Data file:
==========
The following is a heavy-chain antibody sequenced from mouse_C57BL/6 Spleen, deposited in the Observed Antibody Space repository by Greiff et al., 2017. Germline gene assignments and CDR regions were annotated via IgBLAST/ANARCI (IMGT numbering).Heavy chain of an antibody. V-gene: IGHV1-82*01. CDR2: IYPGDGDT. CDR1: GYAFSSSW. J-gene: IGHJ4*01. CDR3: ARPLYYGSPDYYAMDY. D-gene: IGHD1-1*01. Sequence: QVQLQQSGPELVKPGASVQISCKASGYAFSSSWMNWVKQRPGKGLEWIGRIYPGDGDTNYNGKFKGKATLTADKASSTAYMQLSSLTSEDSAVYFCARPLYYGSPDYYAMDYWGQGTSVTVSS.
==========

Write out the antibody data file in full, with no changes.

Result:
The following is a heavy-chain antibody sequenced from mouse_C57BL/6 Spleen, deposited in the Observed Antibody Space repository by Greiff et al., 2017. Germline gene assignments and CDR regions were annotated via IgBLAST/ANARCI (IMGT numbering).Heavy chain of an antibody. V-gene: IGHV1-82*01. CDR2: IYPGDGDT. CDR1: GYAFSSSW. J-gene: IGHJ4*01. CDR3: ARPLYYGSPDYYAMDY. D-gene: IGHD1-1*01. Sequence: QVQLQQSGPELVKPGASVQISCKASGYAFSSSWMNWVKQRPGKGLEWIGRIYPGDGDTNYNGKFKGKATLTADKASSTAYMQLSSLTSEDSAVYFCARPLYYGSPDYYAMDYWGQGTSVTVSS.